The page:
Mastering the art of resilience

How can young adults stay more resilient through the storms of life? Joanna Lee speaks to a Kiwi husband and wife team based in Malaysia who have trained and mentored disadvantaged youths about their experiences as parents with insights for young adults

Two recent suicides and personal health issues among startup founders, especially in South East Asia has had Khailee Ng, the managing partner of investment firm 500 Startups raise this question “How many of us have the lasting power?”

Resilience is key

The American Psychological Association defines resilience as being able to adapt well in the face of adversities and various types of life stresses.

For Robert Emerson, an education advisor with LeapEd who supervises co-curricular activities in 17 Malaysian schools across 5 states, teaching kids resilience is about conditioning. “How can we condition our kids to cope with stress better? What systems can we put in place to help them cope?”

His wife, Jacqui also works at LeapEd, helping teachers with pedagogy, practice and professional development along with facilitating leadership decision making. Both are based in Pahang.

Robert and Jacqui have been through various personal adversities while growing up under challenging financial limitations. Robert had been chased out of his family home when he was a rebellious teenager and was told to never come back.

Celebrating their 30th wedding anniversary a few years ago, they’ve always worked together to facilitate parenting workshops and have taken turns to work and study for their postgraduate degrees.

Today, they have found their niche as passionate educators, counsellors and mentors to many people. They are proud parents to Jessica, 28 and Joshua, 25 and beaming grandparents to three-year-old Boston.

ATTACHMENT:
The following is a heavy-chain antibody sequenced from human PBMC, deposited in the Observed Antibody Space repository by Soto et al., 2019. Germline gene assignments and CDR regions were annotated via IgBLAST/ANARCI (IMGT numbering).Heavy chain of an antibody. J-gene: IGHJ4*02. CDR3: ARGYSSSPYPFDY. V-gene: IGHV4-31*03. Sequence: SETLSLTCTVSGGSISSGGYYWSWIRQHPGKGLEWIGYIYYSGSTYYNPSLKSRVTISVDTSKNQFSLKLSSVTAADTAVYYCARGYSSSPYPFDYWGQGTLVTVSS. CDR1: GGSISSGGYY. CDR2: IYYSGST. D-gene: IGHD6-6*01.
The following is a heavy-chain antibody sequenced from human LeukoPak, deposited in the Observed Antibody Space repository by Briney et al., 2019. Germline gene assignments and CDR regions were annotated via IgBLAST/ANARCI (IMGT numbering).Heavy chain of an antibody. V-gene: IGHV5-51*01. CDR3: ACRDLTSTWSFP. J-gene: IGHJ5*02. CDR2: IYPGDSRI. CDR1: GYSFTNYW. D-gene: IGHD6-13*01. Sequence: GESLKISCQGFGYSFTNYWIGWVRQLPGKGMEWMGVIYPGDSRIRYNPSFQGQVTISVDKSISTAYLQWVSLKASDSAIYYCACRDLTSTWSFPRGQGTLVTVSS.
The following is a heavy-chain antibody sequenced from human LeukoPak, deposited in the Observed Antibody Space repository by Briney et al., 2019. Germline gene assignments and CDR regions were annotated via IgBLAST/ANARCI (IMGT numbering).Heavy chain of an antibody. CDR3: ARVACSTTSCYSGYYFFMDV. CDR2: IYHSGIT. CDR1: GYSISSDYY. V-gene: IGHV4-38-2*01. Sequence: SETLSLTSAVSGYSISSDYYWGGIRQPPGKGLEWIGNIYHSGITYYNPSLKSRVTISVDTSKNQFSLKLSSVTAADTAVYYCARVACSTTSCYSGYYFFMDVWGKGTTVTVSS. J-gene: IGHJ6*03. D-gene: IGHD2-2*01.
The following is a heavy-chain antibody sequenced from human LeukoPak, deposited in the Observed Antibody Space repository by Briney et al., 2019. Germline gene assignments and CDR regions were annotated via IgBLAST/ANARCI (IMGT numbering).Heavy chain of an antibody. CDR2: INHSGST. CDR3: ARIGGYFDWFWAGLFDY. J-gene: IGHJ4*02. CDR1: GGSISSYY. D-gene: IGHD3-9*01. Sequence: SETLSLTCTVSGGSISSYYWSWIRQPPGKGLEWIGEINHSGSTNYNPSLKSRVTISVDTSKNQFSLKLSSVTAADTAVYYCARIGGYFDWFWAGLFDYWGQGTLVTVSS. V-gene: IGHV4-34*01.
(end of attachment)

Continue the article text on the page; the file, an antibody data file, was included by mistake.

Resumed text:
A mental prison break

Resilience is essentially being able to fail, to lose yet being able to rise up again. “Even in the prison, we found that the kids saw themselves as losers. They absolutely hated losing and they don’t have coping mechanisms to lose”.

Jacqui quips in. “The children there came from backgrounds where their fathers and grandfathers were also in prison. So when Robert asks them, “what are you going to do?” They’ll say “oh, I wanna go to big boys’ prison next.”

Resilience is about breaking out of your own prison of negative cycles.

Creating a safe space for learning resilience

“How do we create a culture of toughness but one that is created in an environment of learning that allows them to fail and safely fail so that they can use that failure to develop a new psyche and a new thinking?”

They refrained from telling their children what they could become. “We were more interested in developing their soft skills, their ability to relate to people. So, we did it through sports and interests,” Robert says.

“It’s about learning to compete, learning what failure looks like – when I give my best, and it just isn’t enough. How do I deal with it? Sports and competition in general is great for developing that psyche that is transferable,” says Robert who observes that Malaysian parents overemphasise on academic to an extent the arts and rich culture is devalued.

So failures come. “Are you going to continue investing in whatever you can to become a winner – or reset your goals as to what winning actually looks like? What have you learned that you could never have learned from winning?” Robert asks.